But even when I've burrowed miles below rock bottom, I don't actually want to die, even though my depression seems to feel I do. Feasting on negativity, its tentacles push their way into every experience, every memory, every sensation as it doubles, then triples, then quadruples in size.
It needs that negativity to survive – jealousy, panic, sorrow, terror - and actively encourages the brain to supply nourishment. In this feeding cycle, sorrow or anxiety, anguish or panic, are all actually soothing. And, it’s in my brain, man. I thought I was the only one in there. My depression, at least, tells me I'm the one doing this to myself.
For years, I have listened.
Well, maybe I'm not listening as much anymore.
The therapist I started seeing a few months after my son's stillbirth has been a partner in my recovery. She is gentle but firm and hasn't allowed me to skirt around my risk for suicide - believe me, I try. Of course I still try, because part of depression's arsenal is the isolating sense of shame that makes discussing it physically painful. But she prods and - more or less - I open.
Skittish, with years of a bizarre attachment to the disease that I've known since childhood, my progress even under her careful guidance is slow and painful.
And, man - it is exhausting. Exhausting to keep saying no, I actually love living and my life is really fucking good, you bitch and please, please go away. It's exhausting to have to climb over depression before I climb over anything else.
It is exhausting to convince myself that I can do anything, if I could only find a way to stay alive.
But I do need to say it, not only because it's true, but because I am still at risk for killing myself, even though it's not at all what I want to do. Sure, I'm at less risk of suicide than I have been ever before. I am stronger and more centered; I feel far more positive than ever.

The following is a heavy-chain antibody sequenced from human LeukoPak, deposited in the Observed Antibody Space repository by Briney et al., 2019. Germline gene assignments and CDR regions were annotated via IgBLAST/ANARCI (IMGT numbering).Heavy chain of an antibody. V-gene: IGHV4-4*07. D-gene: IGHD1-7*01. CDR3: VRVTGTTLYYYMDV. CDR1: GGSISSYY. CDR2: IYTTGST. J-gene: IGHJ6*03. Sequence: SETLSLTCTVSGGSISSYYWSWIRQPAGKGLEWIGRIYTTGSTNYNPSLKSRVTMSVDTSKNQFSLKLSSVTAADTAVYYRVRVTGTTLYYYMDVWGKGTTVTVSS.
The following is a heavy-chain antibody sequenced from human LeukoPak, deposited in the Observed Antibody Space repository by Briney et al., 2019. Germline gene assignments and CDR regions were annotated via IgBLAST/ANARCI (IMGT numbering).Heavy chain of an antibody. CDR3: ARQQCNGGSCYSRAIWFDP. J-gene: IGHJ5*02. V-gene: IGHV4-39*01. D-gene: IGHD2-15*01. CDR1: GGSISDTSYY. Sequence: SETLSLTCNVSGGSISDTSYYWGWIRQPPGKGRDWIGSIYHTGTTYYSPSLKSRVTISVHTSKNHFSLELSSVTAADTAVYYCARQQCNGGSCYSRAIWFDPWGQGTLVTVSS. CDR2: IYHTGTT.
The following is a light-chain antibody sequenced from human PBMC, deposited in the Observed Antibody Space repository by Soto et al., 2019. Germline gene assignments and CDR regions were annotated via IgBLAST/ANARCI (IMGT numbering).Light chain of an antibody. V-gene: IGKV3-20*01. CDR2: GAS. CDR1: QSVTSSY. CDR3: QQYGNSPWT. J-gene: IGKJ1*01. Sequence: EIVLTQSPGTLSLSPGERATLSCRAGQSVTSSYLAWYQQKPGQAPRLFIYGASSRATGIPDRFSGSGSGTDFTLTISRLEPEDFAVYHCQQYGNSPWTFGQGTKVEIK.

Being able to post this is itself an accomplishment of healing and progress. Yet, I'm not cured - I'm still struggling. It's likely, I will always struggle. I may never be cured. This is not something I choose; this is something I am working to accept.
My only choice against my disease is to fight it. And like the fight against any chronic illness, it is sometimes difficult, sometimes exhausting. It's always worthwhile to fight - to try and treat it, because if I don't, my depression will thrive.
If I do treat it, then I, instead, will thrive.
How do YOU get past the negative-self talk?
As the saying goes, hindsight is 20/20.
Do you have life lessons that would have helped you through a difficult time?
Share those with The Band as you write a letter to your younger self.
Dear Little Me,
First, I want you to keep playing outside by yourself in your own little world you created when you were five. Never stop, even when you are twenty-one.
Second, here are some things you need to know for the future. I wish I could tell you everything will be as great as you imagine it will be, but really, the last time you will be this happy is now, when you are seven.